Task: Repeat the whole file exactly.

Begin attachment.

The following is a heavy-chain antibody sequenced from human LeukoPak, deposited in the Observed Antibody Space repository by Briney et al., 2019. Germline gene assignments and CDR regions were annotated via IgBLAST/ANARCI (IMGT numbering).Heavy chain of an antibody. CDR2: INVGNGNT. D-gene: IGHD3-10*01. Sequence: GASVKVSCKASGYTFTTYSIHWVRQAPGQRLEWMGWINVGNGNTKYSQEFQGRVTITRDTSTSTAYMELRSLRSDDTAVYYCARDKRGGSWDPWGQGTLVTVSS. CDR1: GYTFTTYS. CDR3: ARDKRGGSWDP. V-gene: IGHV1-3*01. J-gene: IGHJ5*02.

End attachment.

The following is a heavy-chain antibody sequenced from human LeukoPak, deposited in the Observed Antibody Space repository by Briney et al., 2019. Germline gene assignments and CDR regions were annotated via IgBLAST/ANARCI (IMGT numbering).Heavy chain of an antibody. CDR2: INVGNGNT. D-gene: IGHD3-10*01. Sequence: GASVKVSCKASGYTFTTYSIHWVRQAPGQRLEWMGWINVGNGNTKYSQEFQGRVTITRDTSTSTAYMELRSLRSDDTAVYYCARDKRGGSWDPWGQGTLVTVSS. CDR1: GYTFTTYS. CDR3: ARDKRGGSWDP. V-gene: IGHV1-3*01. J-gene: IGHJ5*02.